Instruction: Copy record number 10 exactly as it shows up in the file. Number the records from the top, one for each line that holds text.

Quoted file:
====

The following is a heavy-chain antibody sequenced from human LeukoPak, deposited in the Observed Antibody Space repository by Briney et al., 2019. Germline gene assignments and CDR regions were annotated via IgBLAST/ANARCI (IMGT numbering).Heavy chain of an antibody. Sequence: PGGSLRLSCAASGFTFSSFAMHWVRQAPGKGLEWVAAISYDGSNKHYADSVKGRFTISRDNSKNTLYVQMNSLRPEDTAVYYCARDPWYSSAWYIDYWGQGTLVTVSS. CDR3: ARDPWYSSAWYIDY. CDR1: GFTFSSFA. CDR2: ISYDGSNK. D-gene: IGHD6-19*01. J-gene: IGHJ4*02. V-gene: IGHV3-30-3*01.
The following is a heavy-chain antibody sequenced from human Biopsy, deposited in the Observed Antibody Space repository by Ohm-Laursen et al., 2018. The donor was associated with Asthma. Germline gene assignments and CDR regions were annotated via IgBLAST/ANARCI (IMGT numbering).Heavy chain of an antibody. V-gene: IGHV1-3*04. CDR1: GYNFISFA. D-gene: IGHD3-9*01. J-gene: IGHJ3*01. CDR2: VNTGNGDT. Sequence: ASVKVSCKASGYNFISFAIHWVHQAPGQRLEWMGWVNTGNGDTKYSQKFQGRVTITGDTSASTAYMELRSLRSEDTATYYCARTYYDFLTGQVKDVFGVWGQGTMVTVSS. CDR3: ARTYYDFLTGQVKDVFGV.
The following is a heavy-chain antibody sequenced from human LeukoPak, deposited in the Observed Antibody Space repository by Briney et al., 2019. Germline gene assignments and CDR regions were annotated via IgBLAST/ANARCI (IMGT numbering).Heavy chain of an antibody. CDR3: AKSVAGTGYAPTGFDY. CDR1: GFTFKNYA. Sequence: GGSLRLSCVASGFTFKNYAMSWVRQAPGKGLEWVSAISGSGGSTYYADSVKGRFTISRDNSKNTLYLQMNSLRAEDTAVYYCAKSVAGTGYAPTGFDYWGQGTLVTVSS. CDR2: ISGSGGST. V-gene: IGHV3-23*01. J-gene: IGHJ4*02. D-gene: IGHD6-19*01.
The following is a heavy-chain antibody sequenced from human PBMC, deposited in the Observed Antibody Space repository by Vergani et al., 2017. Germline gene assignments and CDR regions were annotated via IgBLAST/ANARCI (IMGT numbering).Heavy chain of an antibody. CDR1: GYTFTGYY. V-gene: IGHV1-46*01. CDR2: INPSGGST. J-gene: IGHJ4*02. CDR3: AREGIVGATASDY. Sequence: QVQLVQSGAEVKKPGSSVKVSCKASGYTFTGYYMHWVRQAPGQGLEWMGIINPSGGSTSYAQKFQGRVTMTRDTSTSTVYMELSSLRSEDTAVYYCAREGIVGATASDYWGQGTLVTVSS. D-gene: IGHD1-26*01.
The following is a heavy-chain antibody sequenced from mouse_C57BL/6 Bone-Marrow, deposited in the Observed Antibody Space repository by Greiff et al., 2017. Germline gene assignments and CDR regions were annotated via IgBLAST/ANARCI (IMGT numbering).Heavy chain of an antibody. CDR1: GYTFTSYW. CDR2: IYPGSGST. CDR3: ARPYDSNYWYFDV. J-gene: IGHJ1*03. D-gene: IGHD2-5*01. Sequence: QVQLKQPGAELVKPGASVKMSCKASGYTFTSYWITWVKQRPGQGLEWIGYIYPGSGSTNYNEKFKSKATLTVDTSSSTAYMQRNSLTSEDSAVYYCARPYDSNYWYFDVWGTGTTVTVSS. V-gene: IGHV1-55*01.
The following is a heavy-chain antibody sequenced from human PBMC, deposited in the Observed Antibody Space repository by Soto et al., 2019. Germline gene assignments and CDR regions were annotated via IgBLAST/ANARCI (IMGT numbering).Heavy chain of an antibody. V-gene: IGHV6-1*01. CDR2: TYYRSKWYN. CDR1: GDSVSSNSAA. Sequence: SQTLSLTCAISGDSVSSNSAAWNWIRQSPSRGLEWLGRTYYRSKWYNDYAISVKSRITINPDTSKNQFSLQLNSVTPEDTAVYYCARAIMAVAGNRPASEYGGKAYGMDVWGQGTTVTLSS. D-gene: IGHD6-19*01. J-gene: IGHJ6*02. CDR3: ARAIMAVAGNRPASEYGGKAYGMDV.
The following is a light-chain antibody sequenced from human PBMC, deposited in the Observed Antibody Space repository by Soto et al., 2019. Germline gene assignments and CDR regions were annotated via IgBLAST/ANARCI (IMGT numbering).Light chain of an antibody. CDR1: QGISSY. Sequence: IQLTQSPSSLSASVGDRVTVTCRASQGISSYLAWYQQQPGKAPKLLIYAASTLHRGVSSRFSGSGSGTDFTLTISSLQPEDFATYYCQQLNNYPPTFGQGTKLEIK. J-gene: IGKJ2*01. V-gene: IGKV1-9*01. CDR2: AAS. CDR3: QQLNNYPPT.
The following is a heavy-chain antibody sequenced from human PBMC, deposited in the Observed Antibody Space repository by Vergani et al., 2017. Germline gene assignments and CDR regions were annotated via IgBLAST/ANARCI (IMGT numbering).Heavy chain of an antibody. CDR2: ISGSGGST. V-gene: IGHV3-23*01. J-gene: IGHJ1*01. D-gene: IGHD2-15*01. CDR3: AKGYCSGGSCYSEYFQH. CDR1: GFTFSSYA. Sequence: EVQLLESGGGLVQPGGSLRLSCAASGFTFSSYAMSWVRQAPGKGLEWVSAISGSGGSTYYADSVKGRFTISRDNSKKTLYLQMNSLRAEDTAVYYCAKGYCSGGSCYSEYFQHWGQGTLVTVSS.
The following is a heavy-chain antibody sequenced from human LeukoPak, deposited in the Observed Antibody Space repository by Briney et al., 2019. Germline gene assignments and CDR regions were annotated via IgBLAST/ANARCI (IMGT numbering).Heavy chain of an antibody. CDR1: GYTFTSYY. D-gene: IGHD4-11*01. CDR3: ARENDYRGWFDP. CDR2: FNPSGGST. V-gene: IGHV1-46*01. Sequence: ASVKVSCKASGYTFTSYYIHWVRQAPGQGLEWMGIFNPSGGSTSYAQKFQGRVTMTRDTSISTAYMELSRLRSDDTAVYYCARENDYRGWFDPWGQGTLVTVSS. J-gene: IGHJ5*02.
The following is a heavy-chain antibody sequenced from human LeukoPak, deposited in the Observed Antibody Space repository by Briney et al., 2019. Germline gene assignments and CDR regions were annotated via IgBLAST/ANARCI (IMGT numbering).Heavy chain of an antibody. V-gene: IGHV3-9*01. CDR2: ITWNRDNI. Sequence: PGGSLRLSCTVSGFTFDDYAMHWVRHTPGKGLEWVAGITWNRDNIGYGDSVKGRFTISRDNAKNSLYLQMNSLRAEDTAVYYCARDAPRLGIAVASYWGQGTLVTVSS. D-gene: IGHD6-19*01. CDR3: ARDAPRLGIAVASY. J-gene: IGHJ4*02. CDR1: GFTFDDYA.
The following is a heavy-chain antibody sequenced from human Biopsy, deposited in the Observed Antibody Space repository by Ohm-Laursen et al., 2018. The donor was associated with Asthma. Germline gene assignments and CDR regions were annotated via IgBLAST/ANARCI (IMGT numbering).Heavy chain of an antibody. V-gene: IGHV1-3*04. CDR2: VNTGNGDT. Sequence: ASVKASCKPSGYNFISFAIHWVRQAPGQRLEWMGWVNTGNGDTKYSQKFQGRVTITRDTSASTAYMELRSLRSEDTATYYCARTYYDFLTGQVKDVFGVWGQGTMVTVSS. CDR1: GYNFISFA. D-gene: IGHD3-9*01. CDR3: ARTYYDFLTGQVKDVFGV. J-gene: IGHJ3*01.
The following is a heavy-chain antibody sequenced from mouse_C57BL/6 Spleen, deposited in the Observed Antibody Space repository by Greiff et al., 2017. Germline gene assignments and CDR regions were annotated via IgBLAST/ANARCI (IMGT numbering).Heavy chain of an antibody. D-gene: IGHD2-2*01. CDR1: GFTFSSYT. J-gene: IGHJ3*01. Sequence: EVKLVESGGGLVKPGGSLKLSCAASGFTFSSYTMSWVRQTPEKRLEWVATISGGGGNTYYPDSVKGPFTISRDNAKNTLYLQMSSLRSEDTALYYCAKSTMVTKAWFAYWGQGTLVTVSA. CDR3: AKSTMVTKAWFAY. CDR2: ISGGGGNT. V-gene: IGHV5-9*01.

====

The following is a heavy-chain antibody sequenced from human LeukoPak, deposited in the Observed Antibody Space repository by Briney et al., 2019. Germline gene assignments and CDR regions were annotated via IgBLAST/ANARCI (IMGT numbering).Heavy chain of an antibody. V-gene: IGHV3-9*01. CDR2: ITWNRDNI. Sequence: PGGSLRLSCTVSGFTFDDYAMHWVRHTPGKGLEWVAGITWNRDNIGYGDSVKGRFTISRDNAKNSLYLQMNSLRAEDTAVYYCARDAPRLGIAVASYWGQGTLVTVSS. D-gene: IGHD6-19*01. CDR3: ARDAPRLGIAVASY. J-gene: IGHJ4*02. CDR1: GFTFDDYA.